This procedure generates weight loss through gastric restriction (reduced stomach volume). The stomach is restricted by stapling and dividing it vertically and removing more than 85% of it. This part of the procedure is not reversible. The stomach that remains is shaped like a very slim banana with a capacity of 30-150cc, depending on the surgeon performing the procedure. The removed stomach part is responsible of secreting the hormone Ghrelin (hunger hormone) which increases the appetite. By removing this portion of the stomach the level of Ghrelin is reduced to near zero, actually causing loss of or a reduction in appetite.

The nerves to the stomach and the outlet valve (pylorus) remain intact with the idea of preserving the functions of the stomach while drastically reducing the volume. By comparison, in a Roux-en-Y gastric bypass, the stomach is divided, not removed, and the pylorus is excluded. The Roux-en-Y gastric bypass stomach can be reconnected (reversed) if necessary.

Note that there is no intestinal bypass with this procedure, only stomach reduction. The lack of an intestinal bypass avoids potentially costly, long term complications such as marginal ulcers, vitamin deficiencies and intestinal obstructions.

1) Currently, it is not known if Ghrelin levels increase again after one to two years. Patients do report that some hunger and cravings do slowly return.

2) The removed section of the stomach is actually the portion that “stretches” the most. The long vertical tube shaped stomach that remains is the portion least likely to expand over time and it creates significant resistance to volumes of food. Not only is appetite reduced, but very small amounts of food generate early and lasting satiety (fullness).

Because there is no intestinal bypass, the risk of malabsorptive complications such as vitamin deficiency and protein deficiency is minimal.

There is no risk of marginal ulcer which occurs in over 2% of Roux en Y Gastric Bypass patients.
The pylorus is preserved so dumping syndrome does not occur or is minimal.
There is no intestinal obstruction since there is no intestinal bypass.
It is relatively easy to modify to an alternative procedure should weight loss be inadequate or weight regain occur.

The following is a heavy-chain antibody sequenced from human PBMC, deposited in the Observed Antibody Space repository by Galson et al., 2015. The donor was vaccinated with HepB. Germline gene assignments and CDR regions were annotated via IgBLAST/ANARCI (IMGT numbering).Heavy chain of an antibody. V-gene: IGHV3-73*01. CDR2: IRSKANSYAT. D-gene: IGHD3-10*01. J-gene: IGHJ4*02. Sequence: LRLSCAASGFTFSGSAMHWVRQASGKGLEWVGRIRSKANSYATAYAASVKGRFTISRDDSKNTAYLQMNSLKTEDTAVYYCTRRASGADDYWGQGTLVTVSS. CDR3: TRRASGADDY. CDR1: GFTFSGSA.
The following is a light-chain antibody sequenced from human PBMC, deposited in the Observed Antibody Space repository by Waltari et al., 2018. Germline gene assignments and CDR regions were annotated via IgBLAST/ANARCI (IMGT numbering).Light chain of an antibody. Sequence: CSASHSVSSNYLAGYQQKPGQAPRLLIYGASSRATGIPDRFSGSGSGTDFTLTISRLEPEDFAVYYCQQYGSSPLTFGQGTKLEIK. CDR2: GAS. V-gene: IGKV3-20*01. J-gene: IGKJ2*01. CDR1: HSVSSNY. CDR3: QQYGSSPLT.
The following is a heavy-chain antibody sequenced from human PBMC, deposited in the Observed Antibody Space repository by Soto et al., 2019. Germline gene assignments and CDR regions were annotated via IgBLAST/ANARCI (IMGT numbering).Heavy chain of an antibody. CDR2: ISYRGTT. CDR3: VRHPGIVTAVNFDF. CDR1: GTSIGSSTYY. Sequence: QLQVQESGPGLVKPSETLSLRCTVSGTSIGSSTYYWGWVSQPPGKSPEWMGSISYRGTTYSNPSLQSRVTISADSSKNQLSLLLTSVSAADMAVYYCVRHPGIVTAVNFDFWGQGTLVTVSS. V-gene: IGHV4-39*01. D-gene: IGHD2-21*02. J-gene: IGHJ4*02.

The limited two year and 6 year weight loss data available to date is superior to current Banding and comparable to Gastric Bypass weight loss data.

Once a patient’s BMI goes above 60kg/m2, it is increasingly difficult to safely perform a Roux-en-Y gastric bypass using the laparoscopic approach. Morbidly obese patients who undergo the laparoscopic approach do better overall in their recovery, while minimizing pain and wound complications, when compared to patients who undergo large, open incisions for surgery. In addition, the Roux-en-Y gastric bypass tends to yield inadequate weight loss for patients with a BMI greater than 55kg/m2. The solution was to ‘stage’ the procedure for the high BMI patients.

Sleeve Gastrectomy is a reasonable solution to this problem. It can usually be done laparoscopically even in patients weighing over 250 Kg. The stomach restriction that occurs allows these patients to lose more than 70 Kg. This dramatic weight loss allows significant improvement in health and resolution of associated medical problems such as diabetes and sleep apnea, and therefore effectively “downstages” a patient to a lower risk group. Once the patients BMI is lower (35-40) they can return to the operating room for the “second stage” of the procedure, which can either be the Roux–en-Y gastric bypass or even a Lap-Band. Current, but limited, data for this ‘two stage’ approach indicate adequate weight loss and fewer complications.

The Sleeve Gastrectomy has proven to be quite safe and quite effective for individuals with a BMI in lower ranges.
Low BMI individuals who should consider this procedure include:

  • Those who are concerned about the potential long term side effects of an intestinal bypass such as intestinal obstruction, ulcers, anemia, osteoporosis, protein deficiency and vitamin deficiency.
  • Those who are considering a Lap-Band but are concerned about a foreign body or worried about frequent adjustments or finding a band adjustment physician.
  • Those who have other medical problems that prevent them from having weight loss surgery such as anemia, Crohn’s disease, extensive prior surgery, severe asthma requiring frequent steroid use, and other complex medical conditions.
  • People who need to take anti-inflammatory medications may also want to consider the Sleeve Gastrectomy. Unlike the gastric bypass, where these medications are associated with a very high incidence of ulcer formation. Also, Lap-Band patients are at higher risks for complications from NSAID use.

All surgical weight loss procedures have certain risks, complications and benefits. The ultimate result from weight loss surgery is dependent on the patients risk, how much education they receive from their surgeon, commitment to diet, establishing an exercise routine and the surgeons experience. As Dr. Jamieson summarized in 1993, “Given good motivation, a good operation technique and good education, patients can achieve weight loss comparable to that from more invasive procedures.”